By Gearóid McCarthy
While the stigma on mental illness in Ireland has begun to diminish in recent years, it still seems as if as queer people are left behind in mental health services. This is catastrophic for a community in which mental health issues are experienced far more frequently than average.
A 2009 HSE report identified members of the LGBTQ community at a significantly elevated risk for depression, self-harm and substance abuse and dependency, and a shocking study by the Royal College of Surgeons found queer people in Ireland were seven times more likely to attempt suicide than cisgender heterosexuals.
In fighting the mental health crisis facing Ireland’s queer community, it is vital that the country’s health services are seen to be accommodating and inclusive. The same HSE report cited above found that LGBTQ individuals were reluctant to identify themselves as such when accessing mental health facilities, and this is a significant addition to the minority stress experienced by queer people. Transgender individuals are particularly marginalised in public health, with many having to travel great distances or spend large sums of money to receive quality healthcare.
A specific problem for the queer community is the experience of social isolation, especially for those based in remote or conservative areas. Feelings of disenfranchisement are unfortunately closely associated with the epidemic of depression, anxiety and substance misuse amongst LGBTQ people.
In spite of the legal progress on dismantling laws that discriminate against queer people, social discrimination remains rooted in Irish society and very little if anything has been done to address the problem of homophobic and transphobic bullying. Indeed, the latter is an issue of massive proportions for LGBTQ youth, with 50% of LGBTQ people surveyed by the HSE in 2009 stating that they had been bullied at school (compared to 16% of the general population).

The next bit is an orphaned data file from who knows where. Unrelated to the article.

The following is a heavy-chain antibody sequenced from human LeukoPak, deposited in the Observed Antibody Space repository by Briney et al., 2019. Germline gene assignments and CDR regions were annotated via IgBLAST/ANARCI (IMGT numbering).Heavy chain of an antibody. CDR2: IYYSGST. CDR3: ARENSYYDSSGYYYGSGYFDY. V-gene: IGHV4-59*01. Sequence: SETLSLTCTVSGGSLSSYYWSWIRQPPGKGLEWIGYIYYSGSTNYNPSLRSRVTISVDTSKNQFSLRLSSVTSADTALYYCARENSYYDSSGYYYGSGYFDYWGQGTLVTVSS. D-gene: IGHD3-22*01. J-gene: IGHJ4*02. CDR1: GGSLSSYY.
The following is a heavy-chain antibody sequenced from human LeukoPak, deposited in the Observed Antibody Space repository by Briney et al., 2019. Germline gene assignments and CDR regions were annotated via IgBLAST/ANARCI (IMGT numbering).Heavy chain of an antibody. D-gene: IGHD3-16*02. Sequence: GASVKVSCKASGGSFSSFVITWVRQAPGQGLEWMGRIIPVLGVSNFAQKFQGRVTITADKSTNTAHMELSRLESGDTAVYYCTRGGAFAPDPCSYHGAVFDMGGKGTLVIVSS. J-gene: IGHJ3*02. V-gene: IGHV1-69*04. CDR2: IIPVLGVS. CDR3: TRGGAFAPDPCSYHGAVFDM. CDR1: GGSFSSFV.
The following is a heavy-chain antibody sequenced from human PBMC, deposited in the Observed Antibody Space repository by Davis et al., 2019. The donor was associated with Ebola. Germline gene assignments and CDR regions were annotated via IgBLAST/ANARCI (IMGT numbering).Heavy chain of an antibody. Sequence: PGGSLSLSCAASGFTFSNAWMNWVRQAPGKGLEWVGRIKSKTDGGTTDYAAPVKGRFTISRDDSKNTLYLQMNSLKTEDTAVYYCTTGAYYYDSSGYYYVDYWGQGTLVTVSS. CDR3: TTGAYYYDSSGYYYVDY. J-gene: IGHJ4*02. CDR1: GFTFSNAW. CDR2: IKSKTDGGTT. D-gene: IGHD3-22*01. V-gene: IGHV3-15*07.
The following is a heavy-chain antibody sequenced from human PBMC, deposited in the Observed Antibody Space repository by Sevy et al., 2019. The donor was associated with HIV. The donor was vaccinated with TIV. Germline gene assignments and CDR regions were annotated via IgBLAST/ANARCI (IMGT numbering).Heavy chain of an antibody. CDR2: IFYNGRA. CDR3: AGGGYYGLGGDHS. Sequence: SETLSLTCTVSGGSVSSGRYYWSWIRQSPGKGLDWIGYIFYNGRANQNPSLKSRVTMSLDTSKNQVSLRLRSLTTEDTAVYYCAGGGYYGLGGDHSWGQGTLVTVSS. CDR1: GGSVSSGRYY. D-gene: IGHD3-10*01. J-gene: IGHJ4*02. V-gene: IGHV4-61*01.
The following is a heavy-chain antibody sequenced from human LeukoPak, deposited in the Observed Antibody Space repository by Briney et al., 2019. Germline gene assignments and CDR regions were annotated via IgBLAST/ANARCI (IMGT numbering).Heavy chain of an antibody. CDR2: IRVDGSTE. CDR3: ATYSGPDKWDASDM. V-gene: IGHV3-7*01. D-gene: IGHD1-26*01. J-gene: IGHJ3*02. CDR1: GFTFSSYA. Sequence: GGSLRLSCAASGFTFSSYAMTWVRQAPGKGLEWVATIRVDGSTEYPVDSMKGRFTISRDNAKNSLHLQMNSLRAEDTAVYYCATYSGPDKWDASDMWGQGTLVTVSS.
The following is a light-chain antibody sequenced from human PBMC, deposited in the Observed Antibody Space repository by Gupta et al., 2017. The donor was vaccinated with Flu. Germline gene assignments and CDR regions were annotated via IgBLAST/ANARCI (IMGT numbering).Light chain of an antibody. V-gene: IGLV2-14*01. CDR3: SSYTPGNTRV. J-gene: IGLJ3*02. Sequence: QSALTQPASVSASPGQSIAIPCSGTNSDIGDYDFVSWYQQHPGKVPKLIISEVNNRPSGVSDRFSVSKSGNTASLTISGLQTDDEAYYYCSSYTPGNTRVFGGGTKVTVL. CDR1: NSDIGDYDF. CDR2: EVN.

Now that we have identified queer people as a group with a very high risk factor for mental illness, how should Ireland go about making life easier the country’s queer community? It is crucial to establish a culture of inclusiveness and acceptance that embraces our diversity. While the University of Limerick must be commended for the excellent environment it provides for all of its students, it does not suffice.
Queer people need to know that their lives are valued by wider Irish society, and only with the decline of homophobic and transphobic bullying and the improvement of mental health services for LGBTQ people will we see any real improvement in living conditions for the Irish LGBTQ community.